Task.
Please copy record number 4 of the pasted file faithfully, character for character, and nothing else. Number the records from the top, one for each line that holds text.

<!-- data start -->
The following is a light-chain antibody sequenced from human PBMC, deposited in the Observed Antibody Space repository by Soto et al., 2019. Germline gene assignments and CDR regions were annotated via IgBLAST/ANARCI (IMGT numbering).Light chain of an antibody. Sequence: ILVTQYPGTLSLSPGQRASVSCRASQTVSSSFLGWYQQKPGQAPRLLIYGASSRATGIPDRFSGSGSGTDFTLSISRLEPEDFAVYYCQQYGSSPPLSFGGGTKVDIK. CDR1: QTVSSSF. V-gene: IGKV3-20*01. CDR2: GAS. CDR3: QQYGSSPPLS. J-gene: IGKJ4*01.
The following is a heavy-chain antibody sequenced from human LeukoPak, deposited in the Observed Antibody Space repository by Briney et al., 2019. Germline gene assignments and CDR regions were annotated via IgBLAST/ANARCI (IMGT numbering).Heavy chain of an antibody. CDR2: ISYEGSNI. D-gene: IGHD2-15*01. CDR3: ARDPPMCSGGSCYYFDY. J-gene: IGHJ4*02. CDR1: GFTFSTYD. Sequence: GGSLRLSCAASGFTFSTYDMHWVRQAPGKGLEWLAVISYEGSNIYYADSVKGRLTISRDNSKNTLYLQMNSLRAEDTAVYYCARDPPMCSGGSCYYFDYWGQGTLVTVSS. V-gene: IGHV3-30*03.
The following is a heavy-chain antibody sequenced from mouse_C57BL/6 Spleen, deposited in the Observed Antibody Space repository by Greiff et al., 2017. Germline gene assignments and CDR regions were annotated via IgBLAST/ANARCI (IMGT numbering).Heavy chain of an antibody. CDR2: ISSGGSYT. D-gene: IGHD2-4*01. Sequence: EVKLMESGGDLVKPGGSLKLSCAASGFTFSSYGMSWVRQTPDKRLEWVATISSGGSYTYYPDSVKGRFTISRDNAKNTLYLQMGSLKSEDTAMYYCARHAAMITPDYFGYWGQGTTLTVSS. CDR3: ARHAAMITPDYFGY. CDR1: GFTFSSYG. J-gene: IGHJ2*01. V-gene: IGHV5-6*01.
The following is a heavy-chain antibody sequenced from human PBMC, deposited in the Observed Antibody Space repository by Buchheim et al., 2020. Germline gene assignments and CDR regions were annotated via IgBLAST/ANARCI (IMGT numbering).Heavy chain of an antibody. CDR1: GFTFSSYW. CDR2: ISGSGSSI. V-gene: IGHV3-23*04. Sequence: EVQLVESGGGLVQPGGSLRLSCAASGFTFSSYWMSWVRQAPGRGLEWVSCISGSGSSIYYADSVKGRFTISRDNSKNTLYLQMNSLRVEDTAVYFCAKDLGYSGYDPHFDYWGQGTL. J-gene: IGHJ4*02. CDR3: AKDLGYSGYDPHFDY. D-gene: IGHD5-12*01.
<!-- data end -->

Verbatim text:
The following is a heavy-chain antibody sequenced from human PBMC, deposited in the Observed Antibody Space repository by Buchheim et al., 2020. Germline gene assignments and CDR regions were annotated via IgBLAST/ANARCI (IMGT numbering).Heavy chain of an antibody. CDR1: GFTFSSYW. CDR2: ISGSGSSI. V-gene: IGHV3-23*04. Sequence: EVQLVESGGGLVQPGGSLRLSCAASGFTFSSYWMSWVRQAPGRGLEWVSCISGSGSSIYYADSVKGRFTISRDNSKNTLYLQMNSLRVEDTAVYFCAKDLGYSGYDPHFDYWGQGTL. J-gene: IGHJ4*02. CDR3: AKDLGYSGYDPHFDY. D-gene: IGHD5-12*01.